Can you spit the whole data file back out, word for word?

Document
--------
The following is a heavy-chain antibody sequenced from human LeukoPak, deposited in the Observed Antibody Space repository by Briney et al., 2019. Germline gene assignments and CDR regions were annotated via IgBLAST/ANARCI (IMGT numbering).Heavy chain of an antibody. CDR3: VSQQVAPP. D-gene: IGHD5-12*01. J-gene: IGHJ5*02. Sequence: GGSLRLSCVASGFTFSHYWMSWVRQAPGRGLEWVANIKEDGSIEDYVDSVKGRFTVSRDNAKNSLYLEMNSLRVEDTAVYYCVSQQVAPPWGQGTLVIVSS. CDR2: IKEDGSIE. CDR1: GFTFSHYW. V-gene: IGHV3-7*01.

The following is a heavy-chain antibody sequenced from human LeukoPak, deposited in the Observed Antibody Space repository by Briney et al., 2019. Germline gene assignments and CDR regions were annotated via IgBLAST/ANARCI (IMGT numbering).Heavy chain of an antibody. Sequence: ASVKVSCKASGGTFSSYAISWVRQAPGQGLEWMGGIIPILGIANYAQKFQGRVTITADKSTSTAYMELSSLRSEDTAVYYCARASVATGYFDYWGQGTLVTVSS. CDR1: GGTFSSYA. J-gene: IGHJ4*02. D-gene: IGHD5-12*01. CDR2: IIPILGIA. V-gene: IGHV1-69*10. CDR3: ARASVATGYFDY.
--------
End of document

The following is a heavy-chain antibody sequenced from human LeukoPak, deposited in the Observed Antibody Space repository by Briney et al., 2019. Germline gene assignments and CDR regions were annotated via IgBLAST/ANARCI (IMGT numbering).Heavy chain of an antibody. CDR3: VSQQVAPP. D-gene: IGHD5-12*01. J-gene: IGHJ5*02. Sequence: GGSLRLSCVASGFTFSHYWMSWVRQAPGRGLEWVANIKEDGSIEDYVDSVKGRFTVSRDNAKNSLYLEMNSLRVEDTAVYYCVSQQVAPPWGQGTLVIVSS. CDR2: IKEDGSIE. CDR1: GFTFSHYW. V-gene: IGHV3-7*01.

The following is a heavy-chain antibody sequenced from human LeukoPak, deposited in the Observed Antibody Space repository by Briney et al., 2019. Germline gene assignments and CDR regions were annotated via IgBLAST/ANARCI (IMGT numbering).Heavy chain of an antibody. Sequence: ASVKVSCKASGGTFSSYAISWVRQAPGQGLEWMGGIIPILGIANYAQKFQGRVTITADKSTSTAYMELSSLRSEDTAVYYCARASVATGYFDYWGQGTLVTVSS. CDR1: GGTFSSYA. J-gene: IGHJ4*02. D-gene: IGHD5-12*01. CDR2: IIPILGIA. V-gene: IGHV1-69*10. CDR3: ARASVATGYFDY.